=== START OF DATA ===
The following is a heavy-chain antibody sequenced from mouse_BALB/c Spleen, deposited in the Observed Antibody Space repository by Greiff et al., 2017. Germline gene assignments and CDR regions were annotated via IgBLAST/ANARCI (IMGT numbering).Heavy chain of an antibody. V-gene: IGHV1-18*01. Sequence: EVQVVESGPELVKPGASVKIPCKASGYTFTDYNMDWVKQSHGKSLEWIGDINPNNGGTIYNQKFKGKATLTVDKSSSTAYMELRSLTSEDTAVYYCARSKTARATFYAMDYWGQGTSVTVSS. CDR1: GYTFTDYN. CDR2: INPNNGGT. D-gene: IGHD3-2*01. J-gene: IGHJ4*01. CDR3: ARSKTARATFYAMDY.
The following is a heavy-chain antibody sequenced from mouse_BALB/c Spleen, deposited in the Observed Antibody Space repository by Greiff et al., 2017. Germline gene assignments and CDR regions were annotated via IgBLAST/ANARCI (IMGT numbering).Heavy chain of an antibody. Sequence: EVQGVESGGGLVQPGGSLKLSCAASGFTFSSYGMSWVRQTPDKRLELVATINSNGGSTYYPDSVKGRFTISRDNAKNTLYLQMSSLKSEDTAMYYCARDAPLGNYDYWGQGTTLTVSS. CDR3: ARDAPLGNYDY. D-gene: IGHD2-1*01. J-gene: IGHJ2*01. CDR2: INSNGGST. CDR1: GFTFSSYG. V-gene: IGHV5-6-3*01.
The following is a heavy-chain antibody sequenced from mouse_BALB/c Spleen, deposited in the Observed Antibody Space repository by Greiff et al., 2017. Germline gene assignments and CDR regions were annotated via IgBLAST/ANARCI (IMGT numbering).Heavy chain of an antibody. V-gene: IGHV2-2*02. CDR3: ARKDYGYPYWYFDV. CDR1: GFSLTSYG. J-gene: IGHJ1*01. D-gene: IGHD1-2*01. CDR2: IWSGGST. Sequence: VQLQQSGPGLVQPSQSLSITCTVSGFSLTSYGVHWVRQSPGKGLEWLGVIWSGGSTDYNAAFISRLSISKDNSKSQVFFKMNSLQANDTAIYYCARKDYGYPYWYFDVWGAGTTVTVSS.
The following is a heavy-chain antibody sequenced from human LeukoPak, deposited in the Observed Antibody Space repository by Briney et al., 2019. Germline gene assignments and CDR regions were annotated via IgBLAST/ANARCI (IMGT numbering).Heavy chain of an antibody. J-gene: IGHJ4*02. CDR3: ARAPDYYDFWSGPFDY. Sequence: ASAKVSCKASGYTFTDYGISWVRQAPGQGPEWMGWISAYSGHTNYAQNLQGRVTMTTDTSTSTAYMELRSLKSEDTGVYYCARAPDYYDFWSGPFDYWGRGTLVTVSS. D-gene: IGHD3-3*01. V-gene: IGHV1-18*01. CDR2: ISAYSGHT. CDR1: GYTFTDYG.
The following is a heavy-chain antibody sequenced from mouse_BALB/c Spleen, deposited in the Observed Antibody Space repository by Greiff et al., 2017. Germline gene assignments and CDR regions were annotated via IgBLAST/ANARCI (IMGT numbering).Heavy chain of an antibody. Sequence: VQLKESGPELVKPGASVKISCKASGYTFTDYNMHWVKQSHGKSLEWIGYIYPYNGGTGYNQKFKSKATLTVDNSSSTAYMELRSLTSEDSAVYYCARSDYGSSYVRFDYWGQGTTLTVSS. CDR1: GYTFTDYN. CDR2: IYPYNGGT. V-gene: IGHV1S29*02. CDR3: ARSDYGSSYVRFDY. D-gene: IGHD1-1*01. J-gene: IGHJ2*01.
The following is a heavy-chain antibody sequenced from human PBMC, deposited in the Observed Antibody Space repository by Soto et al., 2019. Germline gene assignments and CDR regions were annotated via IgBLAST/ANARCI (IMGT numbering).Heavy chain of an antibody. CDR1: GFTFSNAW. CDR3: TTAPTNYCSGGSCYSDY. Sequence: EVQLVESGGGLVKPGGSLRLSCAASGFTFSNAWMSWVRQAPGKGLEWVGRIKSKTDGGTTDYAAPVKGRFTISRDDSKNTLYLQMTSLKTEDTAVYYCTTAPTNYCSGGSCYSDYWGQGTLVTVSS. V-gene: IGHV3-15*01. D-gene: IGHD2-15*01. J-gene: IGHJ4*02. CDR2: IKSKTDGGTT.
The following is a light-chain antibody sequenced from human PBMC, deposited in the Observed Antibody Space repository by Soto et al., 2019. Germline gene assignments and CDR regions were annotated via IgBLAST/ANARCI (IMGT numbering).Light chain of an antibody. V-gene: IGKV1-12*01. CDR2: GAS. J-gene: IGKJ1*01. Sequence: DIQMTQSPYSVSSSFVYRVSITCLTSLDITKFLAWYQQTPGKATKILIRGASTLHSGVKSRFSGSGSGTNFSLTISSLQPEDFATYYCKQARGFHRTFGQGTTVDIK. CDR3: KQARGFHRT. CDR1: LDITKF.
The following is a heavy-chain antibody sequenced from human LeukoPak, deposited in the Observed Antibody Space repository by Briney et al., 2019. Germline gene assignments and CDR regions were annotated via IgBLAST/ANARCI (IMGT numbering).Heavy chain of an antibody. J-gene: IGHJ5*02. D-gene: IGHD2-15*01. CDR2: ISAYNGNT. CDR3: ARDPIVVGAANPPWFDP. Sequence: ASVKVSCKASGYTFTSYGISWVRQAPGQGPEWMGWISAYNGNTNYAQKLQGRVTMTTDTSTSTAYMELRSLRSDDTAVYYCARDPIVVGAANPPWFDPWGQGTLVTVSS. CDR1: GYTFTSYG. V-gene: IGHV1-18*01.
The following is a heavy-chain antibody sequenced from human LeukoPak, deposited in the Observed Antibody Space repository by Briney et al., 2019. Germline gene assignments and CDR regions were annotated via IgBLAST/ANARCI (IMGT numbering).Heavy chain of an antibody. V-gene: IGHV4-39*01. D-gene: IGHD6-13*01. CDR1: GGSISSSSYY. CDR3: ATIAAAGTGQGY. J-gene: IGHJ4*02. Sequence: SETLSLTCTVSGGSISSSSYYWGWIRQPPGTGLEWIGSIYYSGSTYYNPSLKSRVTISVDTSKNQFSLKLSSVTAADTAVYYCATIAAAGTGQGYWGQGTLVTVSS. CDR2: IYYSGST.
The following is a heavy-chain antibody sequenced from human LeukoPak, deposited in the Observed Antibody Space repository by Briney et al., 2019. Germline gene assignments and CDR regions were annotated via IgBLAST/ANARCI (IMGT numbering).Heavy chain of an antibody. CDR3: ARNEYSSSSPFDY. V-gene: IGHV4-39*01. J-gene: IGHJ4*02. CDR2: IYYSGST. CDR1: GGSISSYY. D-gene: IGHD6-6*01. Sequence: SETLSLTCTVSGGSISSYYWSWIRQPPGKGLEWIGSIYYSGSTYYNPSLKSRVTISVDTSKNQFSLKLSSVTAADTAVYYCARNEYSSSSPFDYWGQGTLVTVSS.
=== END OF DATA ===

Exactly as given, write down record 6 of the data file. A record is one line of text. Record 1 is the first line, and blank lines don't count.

The following is a heavy-chain antibody sequenced from human PBMC, deposited in the Observed Antibody Space repository by Soto et al., 2019. Germline gene assignments and CDR regions were annotated via IgBLAST/ANARCI (IMGT numbering).Heavy chain of an antibody. CDR1: GFTFSNAW. CDR3: TTAPTNYCSGGSCYSDY. Sequence: EVQLVESGGGLVKPGGSLRLSCAASGFTFSNAWMSWVRQAPGKGLEWVGRIKSKTDGGTTDYAAPVKGRFTISRDDSKNTLYLQMTSLKTEDTAVYYCTTAPTNYCSGGSCYSDYWGQGTLVTVSS. V-gene: IGHV3-15*01. D-gene: IGHD2-15*01. J-gene: IGHJ4*02. CDR2: IKSKTDGGTT.